crowdsourcing is the answer


just because it’s in the catalogue raisonné, does that mean it’s accurate?

“Research is important—it’s a ‘buyer beware’ situation,” says Elizabeth Szancer, art advisor, curator, and Vice President of ESKart LLC, New York, “you have to check: does the seller of an artwork have clear title going all the way back? How does one even know which catalogue raisonné is the right one? And, just because it’s listed, how does one know if what’s listed is true?”[1]

This last question may be surprising, even shocking, but how does one know? Take a look at Paul Cézanne’s Pommes et Serviette, 1879–80, (shown above) from one of the most famous catalogues raisonnés in the literature. Everyone knows by now that the biggest drawback, in addition to limited accessibility, is that a catalogue raisonné is out of date the moment it goes to press—errors and all. But, this book’s layout, or lack of layout, is almost impossible to understand, not because the information is 20 years old, but because it was originally composed in a form that only specially trained individuals can understand.

A year ago, the authors of the revised Cézanne catalogue published a new digital version online (the paintings only). In contrast to the print version above, take a look at the online entry for Pommes et Serviette:

Feilchenfeldt, Walter, Jayne Warman, and David Nash. “Pommes et serviette, 1879–80 (cat. no. 778).” The Paintings of Paul Cézanne: An Online Catalogue Raisonné. http://cezannecatalogue.com/catalogue/entry.php?id=410 (accessed September 30, 2015)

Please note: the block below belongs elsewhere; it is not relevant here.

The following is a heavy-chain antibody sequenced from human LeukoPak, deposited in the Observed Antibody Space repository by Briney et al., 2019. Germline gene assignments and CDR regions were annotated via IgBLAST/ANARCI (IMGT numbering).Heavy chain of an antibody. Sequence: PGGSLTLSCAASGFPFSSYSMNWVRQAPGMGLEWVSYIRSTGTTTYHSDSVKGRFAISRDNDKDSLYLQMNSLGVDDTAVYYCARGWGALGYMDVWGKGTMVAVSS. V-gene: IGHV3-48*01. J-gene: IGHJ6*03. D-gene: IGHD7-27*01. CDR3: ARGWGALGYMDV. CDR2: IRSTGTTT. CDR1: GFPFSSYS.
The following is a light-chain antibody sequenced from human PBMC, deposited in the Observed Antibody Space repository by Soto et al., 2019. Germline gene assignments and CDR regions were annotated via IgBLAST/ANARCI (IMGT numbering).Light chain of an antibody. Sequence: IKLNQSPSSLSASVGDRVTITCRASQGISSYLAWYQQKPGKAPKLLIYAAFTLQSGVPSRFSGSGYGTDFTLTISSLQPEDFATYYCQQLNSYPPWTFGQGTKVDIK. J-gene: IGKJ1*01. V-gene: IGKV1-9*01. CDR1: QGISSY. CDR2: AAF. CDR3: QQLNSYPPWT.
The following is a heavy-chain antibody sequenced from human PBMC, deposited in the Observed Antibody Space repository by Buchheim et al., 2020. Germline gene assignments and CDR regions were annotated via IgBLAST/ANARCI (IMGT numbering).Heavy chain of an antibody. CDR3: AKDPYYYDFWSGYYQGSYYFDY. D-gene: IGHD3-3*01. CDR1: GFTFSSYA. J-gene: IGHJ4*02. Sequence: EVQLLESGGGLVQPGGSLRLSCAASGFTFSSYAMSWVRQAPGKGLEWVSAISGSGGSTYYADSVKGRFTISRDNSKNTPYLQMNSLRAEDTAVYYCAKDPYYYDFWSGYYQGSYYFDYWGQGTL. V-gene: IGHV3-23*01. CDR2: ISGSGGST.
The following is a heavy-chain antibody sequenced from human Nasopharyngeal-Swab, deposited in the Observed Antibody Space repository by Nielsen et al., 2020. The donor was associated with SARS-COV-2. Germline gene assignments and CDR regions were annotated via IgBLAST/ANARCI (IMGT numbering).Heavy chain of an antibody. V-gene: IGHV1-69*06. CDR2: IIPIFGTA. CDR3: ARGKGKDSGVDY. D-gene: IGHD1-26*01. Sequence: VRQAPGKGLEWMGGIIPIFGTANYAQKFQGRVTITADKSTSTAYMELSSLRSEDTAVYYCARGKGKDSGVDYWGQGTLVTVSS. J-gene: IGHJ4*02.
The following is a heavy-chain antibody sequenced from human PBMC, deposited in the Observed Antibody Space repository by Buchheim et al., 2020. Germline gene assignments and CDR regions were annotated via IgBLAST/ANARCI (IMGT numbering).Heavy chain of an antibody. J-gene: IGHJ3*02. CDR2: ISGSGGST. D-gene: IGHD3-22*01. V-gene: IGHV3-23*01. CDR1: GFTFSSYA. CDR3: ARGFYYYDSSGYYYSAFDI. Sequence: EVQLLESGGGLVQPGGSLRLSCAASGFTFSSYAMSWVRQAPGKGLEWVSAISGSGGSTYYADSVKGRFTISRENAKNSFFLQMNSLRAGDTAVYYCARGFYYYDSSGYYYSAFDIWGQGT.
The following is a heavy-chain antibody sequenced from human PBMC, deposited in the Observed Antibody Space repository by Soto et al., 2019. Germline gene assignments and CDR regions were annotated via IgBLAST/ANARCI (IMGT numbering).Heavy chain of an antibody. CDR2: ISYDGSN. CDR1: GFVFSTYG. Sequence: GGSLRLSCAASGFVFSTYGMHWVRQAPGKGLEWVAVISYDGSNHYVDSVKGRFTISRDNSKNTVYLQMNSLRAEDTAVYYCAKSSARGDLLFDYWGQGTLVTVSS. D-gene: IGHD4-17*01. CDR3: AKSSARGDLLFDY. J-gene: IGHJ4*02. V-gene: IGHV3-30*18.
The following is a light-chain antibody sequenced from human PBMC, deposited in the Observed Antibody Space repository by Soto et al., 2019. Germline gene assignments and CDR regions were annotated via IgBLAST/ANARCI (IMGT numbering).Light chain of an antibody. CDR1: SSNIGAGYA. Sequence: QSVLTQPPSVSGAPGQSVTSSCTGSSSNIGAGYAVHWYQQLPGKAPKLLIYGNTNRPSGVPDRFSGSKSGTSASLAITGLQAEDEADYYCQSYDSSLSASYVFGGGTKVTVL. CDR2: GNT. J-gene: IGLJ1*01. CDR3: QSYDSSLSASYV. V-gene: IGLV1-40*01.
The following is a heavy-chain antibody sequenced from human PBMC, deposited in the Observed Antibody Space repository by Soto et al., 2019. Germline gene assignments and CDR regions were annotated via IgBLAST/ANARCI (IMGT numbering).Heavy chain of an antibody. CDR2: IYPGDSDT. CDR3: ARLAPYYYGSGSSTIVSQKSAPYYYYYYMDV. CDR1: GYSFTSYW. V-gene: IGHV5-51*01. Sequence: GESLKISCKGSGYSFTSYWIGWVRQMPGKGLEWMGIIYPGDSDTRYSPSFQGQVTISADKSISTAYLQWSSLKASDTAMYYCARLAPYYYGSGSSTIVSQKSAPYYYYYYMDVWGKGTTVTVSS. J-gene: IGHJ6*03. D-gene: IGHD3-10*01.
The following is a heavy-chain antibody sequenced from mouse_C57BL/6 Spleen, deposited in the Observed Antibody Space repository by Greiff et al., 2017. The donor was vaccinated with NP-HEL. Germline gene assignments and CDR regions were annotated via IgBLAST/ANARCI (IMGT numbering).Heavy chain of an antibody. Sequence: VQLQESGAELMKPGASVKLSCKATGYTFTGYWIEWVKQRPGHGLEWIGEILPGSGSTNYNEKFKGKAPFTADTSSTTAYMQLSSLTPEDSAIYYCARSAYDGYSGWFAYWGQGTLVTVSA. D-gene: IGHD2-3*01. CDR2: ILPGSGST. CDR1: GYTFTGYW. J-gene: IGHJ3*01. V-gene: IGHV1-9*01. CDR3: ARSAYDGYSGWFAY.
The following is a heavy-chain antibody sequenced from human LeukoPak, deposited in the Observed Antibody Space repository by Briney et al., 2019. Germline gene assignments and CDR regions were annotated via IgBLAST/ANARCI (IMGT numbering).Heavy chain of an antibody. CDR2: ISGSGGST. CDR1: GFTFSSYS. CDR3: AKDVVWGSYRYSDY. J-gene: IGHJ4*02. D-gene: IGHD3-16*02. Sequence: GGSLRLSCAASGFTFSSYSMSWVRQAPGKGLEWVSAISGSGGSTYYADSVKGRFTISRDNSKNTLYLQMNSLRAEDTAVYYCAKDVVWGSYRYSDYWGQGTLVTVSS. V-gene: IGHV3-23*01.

Since cataloguing and publishing online is a fluid, open-ended process, an environment of participation and collaboration, a kind of crowdsourcing if you will, has developed among all the stakeholders—curators, writers, historians, teachers, students, appraisers, galleries, museums, libraries, archives, auction houses, collectors, insurance companies, educational institutions, foundations, estates, artists, and anyone else interested in the subject—all able to give feedback to the authors. The result is no longer a static collection of records and documents to be occasionally referenced by a few, but a mechanism that plays a continuously dynamic and very public role in both the appreciation and the business of art.

Since authority doesn’t necessarily rest in the accuracy of data alone, but results instead from the frequent and comparative testing of combinations of data sets, there is little one can say against displaying information in as many permutations as possible.

And, it can only be a good thing for information to be open to public scrutiny. As a colleague of mine recently said, “publishing online has democratized the catalogue raisonné.”

[1] Ms. Szancer was one of four experts at Vetting the Object, Vetting the Source, an Appraisers Association of America panel discussion held at Sotheby’s New York, June 5, 2015.

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Roger Shepherd is the Creative Director of panOpticon.

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